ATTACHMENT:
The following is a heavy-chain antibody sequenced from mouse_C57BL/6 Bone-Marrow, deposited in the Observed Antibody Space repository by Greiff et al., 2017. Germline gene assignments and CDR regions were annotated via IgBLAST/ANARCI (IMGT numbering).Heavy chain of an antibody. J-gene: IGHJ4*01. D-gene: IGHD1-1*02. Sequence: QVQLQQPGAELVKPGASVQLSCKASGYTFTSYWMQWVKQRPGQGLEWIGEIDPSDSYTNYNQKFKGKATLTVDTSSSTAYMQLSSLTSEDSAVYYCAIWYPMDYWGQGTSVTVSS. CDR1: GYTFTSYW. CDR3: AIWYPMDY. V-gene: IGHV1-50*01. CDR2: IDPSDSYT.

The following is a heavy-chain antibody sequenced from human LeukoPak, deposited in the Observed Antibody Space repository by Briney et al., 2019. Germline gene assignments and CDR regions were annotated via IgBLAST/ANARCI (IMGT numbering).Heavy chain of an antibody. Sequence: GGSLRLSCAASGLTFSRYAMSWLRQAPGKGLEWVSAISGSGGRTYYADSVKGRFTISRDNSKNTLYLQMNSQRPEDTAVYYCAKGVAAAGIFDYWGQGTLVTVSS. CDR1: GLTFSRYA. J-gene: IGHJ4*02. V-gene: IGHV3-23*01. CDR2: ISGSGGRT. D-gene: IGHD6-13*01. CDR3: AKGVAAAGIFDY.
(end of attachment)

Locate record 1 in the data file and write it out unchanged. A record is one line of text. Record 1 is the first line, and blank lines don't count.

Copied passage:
The following is a heavy-chain antibody sequenced from mouse_C57BL/6 Bone-Marrow, deposited in the Observed Antibody Space repository by Greiff et al., 2017. Germline gene assignments and CDR regions were annotated via IgBLAST/ANARCI (IMGT numbering).Heavy chain of an antibody. J-gene: IGHJ4*01. D-gene: IGHD1-1*02. Sequence: QVQLQQPGAELVKPGASVQLSCKASGYTFTSYWMQWVKQRPGQGLEWIGEIDPSDSYTNYNQKFKGKATLTVDTSSSTAYMQLSSLTSEDSAVYYCAIWYPMDYWGQGTSVTVSS. CDR1: GYTFTSYW. CDR3: AIWYPMDY. V-gene: IGHV1-50*01. CDR2: IDPSDSYT.